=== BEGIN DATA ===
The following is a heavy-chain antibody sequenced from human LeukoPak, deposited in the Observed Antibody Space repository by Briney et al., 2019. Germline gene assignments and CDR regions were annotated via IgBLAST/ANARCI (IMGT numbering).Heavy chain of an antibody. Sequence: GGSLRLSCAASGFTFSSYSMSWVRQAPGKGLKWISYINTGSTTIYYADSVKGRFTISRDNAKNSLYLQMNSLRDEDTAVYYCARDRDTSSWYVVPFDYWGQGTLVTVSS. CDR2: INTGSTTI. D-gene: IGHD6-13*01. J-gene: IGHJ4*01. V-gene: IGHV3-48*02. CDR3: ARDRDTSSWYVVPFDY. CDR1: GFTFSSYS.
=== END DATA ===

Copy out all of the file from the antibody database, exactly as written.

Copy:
The following is a heavy-chain antibody sequenced from human LeukoPak, deposited in the Observed Antibody Space repository by Briney et al., 2019. Germline gene assignments and CDR regions were annotated via IgBLAST/ANARCI (IMGT numbering).Heavy chain of an antibody. Sequence: GGSLRLSCAASGFTFSSYSMSWVRQAPGKGLKWISYINTGSTTIYYADSVKGRFTISRDNAKNSLYLQMNSLRDEDTAVYYCARDRDTSSWYVVPFDYWGQGTLVTVSS. CDR2: INTGSTTI. D-gene: IGHD6-13*01. J-gene: IGHJ4*01. V-gene: IGHV3-48*02. CDR3: ARDRDTSSWYVVPFDY. CDR1: GFTFSSYS.